Kat, Incorrigible by Stephanie Burgis
I was twelve years of age when I chopped off my hair, dressed as a boy, and set off to save my family from impending ruin. I made it almost to the end of my front garden.
Thus begin the adventures of Katherine Ann Stephenson, also known as Kat. Kat is twelve and has a plethora of problems. Her oldest sibling, Charles, has gambled away all the family’s money and been sent home from Oxford. Her oldest sister Elissa is in love with the idea of being the tragic gothic heroine who sacrifices everything to marry and save her family from destruction. Angeline, who used to be Kat’s protector and confidante, now locks herself away in a room with Elissa to gossip about boys and goings-on in Society. That leaves Kat, who has to put up with her absent-minded father and controlling step-mother who is determined to marry Elissa off to the wealthy Sir Neville, regardless of the dark rumors about the death of his previous wife. So, Kat decides it is up to her to save her sister and her family from fates worse than death. And then means she needs to find her deceased mother’s spell books. And fast.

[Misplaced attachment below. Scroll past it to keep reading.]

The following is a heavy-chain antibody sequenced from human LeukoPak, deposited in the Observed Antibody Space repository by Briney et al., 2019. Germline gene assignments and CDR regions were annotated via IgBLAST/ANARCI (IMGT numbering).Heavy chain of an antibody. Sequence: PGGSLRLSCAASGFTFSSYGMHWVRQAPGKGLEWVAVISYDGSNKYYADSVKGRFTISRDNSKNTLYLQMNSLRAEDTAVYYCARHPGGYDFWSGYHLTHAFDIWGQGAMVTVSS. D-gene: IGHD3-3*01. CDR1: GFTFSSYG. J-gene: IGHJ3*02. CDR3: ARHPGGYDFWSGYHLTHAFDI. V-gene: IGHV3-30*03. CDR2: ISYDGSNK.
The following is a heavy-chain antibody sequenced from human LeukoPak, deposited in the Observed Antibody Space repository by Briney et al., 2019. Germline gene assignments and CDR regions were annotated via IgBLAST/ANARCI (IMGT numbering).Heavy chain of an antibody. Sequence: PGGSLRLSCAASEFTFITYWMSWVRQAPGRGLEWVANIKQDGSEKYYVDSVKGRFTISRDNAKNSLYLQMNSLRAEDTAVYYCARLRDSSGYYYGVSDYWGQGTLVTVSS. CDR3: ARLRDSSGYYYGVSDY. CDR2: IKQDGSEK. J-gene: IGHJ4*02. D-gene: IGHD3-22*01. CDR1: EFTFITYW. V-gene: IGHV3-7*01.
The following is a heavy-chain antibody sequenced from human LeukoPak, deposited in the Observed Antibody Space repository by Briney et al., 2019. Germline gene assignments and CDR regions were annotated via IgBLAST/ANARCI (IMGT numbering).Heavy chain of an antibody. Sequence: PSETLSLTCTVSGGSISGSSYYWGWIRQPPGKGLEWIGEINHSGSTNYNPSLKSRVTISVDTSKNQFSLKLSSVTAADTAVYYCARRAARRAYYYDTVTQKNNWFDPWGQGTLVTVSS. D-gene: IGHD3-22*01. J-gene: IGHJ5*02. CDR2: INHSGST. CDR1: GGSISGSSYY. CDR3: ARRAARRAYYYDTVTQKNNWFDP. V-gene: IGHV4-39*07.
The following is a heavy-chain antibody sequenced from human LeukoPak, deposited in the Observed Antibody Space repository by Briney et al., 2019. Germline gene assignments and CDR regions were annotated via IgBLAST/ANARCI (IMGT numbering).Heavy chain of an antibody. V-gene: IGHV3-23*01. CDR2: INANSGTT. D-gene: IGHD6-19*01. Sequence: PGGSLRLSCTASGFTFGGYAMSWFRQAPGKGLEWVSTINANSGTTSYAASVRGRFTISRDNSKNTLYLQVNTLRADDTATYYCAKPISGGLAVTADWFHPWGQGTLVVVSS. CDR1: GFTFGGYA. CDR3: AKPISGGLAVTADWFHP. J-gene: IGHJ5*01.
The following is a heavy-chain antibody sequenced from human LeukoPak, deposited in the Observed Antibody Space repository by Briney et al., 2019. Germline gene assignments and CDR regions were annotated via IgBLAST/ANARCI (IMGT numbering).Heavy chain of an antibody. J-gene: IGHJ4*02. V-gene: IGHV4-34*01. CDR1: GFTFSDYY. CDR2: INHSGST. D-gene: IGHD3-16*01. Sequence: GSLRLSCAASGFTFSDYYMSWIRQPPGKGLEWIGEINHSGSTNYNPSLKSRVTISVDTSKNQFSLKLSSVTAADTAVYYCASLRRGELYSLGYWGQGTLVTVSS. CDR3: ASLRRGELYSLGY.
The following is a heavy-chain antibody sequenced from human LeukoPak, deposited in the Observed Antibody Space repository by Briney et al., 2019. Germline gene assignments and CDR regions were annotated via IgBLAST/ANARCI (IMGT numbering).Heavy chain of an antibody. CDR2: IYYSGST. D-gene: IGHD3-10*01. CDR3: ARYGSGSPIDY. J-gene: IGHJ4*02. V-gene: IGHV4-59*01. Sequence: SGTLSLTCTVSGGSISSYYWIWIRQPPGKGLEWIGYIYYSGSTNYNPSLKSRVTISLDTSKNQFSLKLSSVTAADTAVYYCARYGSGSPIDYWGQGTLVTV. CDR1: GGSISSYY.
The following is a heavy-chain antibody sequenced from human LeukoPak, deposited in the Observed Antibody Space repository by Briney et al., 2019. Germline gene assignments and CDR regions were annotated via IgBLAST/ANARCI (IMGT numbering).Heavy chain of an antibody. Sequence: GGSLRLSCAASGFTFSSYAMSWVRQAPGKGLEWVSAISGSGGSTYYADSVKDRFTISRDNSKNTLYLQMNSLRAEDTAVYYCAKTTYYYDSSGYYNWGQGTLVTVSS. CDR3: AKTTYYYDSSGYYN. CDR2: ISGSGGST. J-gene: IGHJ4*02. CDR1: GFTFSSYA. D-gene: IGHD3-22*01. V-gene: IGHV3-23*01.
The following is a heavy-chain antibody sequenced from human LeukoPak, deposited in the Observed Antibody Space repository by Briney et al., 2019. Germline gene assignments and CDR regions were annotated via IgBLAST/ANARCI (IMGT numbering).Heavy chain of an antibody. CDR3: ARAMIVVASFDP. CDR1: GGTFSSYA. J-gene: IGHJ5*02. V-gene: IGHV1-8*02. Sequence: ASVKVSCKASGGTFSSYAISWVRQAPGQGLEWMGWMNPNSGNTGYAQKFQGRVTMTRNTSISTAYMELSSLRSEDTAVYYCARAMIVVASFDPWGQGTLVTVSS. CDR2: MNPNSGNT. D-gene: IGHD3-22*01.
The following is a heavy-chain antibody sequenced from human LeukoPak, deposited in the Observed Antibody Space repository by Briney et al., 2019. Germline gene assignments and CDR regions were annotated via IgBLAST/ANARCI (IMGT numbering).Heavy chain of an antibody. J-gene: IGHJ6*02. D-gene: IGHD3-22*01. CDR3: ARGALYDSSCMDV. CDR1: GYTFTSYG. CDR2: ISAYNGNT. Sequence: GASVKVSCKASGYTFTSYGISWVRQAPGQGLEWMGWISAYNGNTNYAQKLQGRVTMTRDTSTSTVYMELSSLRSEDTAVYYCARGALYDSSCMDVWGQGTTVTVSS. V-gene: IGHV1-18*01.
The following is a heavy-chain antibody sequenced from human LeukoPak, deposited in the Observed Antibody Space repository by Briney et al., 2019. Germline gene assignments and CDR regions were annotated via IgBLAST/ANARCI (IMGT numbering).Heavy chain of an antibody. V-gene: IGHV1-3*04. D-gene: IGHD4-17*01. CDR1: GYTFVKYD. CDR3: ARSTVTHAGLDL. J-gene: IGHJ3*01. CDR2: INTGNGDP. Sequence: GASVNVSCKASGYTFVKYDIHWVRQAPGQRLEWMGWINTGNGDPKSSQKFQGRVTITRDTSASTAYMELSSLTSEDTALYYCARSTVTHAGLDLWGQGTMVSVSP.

Kat’s mother died when she was a baby, so she never knew her. But she knows that her mother was a witch, to the scandal of many. But Kat needs something big to save her family. When she does attempt to do magic, she sets off a course of events that she couldn’t have foreseen. Plunged into an ongoing battle between different factions of magic-wielders, Kat has to figure out how to save herself from being a pawn in a war that she doesn’t understand.
Kat, Incorrigible has a definite Jane Austen flavor to it, but is also a fun magical adventure novel. There are star-crossed lovers, but there are also magical battles, cloaked highwaymen, and pistols being brandished with abandon. Kat’s a fun heroine, with an impulsive drive towards activity, but she’s also thoughtful and loving. She’s motivated by concern for her sisters. I particularly enjoyed the sibling dynamics between the three girls; while they pick on each other, they also present a united front when it is necessary.
This was a charming read. It’s written for a middle-school audience, but I think older readers who enjoy their Jane Austen spiked with magic would enjoy this too. (Just imagine what adventures Lydia could have had if she was a witch!) I would particularly recommend this series to readers who enjoyed the Sorcery and Cecilia books by Patricia Wrede and Caroline Stevermer or The Parasol Protectorate series by Gail Carriger. I will definitely be looking for future books by Stephanie Burgis, especially other books in THE UNLADYLIKE ADVENTURES OF KAT STEPHENSON series.